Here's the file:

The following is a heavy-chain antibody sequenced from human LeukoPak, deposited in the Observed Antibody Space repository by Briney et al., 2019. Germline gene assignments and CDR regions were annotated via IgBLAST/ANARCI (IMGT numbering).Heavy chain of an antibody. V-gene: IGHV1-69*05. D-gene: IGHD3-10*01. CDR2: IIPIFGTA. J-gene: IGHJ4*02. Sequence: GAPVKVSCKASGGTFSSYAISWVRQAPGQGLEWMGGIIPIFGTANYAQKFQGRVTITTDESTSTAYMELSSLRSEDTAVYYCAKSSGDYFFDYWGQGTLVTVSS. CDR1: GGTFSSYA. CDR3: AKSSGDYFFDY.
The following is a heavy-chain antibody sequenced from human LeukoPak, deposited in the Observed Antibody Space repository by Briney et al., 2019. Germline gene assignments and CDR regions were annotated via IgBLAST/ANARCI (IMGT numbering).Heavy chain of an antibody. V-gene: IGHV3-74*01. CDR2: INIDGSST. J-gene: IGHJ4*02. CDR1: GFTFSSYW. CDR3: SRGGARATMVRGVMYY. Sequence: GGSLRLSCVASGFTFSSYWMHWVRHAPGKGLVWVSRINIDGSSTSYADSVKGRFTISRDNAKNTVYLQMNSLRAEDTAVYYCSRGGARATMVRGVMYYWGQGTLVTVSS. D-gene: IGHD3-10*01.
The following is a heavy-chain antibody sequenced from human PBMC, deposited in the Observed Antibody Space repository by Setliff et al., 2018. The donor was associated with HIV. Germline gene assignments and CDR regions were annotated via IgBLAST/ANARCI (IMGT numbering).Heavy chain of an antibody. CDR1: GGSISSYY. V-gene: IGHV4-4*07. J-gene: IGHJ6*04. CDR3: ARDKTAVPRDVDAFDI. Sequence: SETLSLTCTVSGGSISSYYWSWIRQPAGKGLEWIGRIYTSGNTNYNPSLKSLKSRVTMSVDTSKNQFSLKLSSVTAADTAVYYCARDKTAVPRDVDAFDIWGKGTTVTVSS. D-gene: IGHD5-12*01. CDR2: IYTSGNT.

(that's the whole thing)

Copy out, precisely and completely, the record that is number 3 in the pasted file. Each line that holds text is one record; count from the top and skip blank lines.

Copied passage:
The following is a heavy-chain antibody sequenced from human PBMC, deposited in the Observed Antibody Space repository by Setliff et al., 2018. The donor was associated with HIV. Germline gene assignments and CDR regions were annotated via IgBLAST/ANARCI (IMGT numbering).Heavy chain of an antibody. CDR1: GGSISSYY. V-gene: IGHV4-4*07. J-gene: IGHJ6*04. CDR3: ARDKTAVPRDVDAFDI. Sequence: SETLSLTCTVSGGSISSYYWSWIRQPAGKGLEWIGRIYTSGNTNYNPSLKSLKSRVTMSVDTSKNQFSLKLSSVTAADTAVYYCARDKTAVPRDVDAFDIWGKGTTVTVSS. D-gene: IGHD5-12*01. CDR2: IYTSGNT.